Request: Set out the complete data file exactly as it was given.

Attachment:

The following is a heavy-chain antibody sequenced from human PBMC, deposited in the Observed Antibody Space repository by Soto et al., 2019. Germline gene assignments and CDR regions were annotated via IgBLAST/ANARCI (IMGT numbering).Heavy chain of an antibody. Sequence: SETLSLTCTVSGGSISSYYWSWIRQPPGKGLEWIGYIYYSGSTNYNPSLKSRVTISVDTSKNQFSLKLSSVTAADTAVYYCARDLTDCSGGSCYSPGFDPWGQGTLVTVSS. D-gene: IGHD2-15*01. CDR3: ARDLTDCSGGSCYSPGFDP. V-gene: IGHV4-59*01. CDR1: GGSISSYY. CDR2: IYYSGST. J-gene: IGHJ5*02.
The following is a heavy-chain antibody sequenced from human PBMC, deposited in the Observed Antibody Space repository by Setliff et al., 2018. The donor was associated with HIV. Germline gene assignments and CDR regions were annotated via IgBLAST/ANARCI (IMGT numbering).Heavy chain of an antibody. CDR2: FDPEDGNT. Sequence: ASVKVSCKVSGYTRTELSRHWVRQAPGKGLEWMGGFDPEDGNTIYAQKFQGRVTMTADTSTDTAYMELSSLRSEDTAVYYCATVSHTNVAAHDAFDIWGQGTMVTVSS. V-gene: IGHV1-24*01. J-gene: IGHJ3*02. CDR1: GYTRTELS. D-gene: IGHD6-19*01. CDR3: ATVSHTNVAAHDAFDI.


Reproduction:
The following is a heavy-chain antibody sequenced from human PBMC, deposited in the Observed Antibody Space repository by Soto et al., 2019. Germline gene assignments and CDR regions were annotated via IgBLAST/ANARCI (IMGT numbering).Heavy chain of an antibody. Sequence: SETLSLTCTVSGGSISSYYWSWIRQPPGKGLEWIGYIYYSGSTNYNPSLKSRVTISVDTSKNQFSLKLSSVTAADTAVYYCARDLTDCSGGSCYSPGFDPWGQGTLVTVSS. D-gene: IGHD2-15*01. CDR3: ARDLTDCSGGSCYSPGFDP. V-gene: IGHV4-59*01. CDR1: GGSISSYY. CDR2: IYYSGST. J-gene: IGHJ5*02.
The following is a heavy-chain antibody sequenced from human PBMC, deposited in the Observed Antibody Space repository by Setliff et al., 2018. The donor was associated with HIV. Germline gene assignments and CDR regions were annotated via IgBLAST/ANARCI (IMGT numbering).Heavy chain of an antibody. CDR2: FDPEDGNT. Sequence: ASVKVSCKVSGYTRTELSRHWVRQAPGKGLEWMGGFDPEDGNTIYAQKFQGRVTMTADTSTDTAYMELSSLRSEDTAVYYCATVSHTNVAAHDAFDIWGQGTMVTVSS. V-gene: IGHV1-24*01. J-gene: IGHJ3*02. CDR1: GYTRTELS. D-gene: IGHD6-19*01. CDR3: ATVSHTNVAAHDAFDI.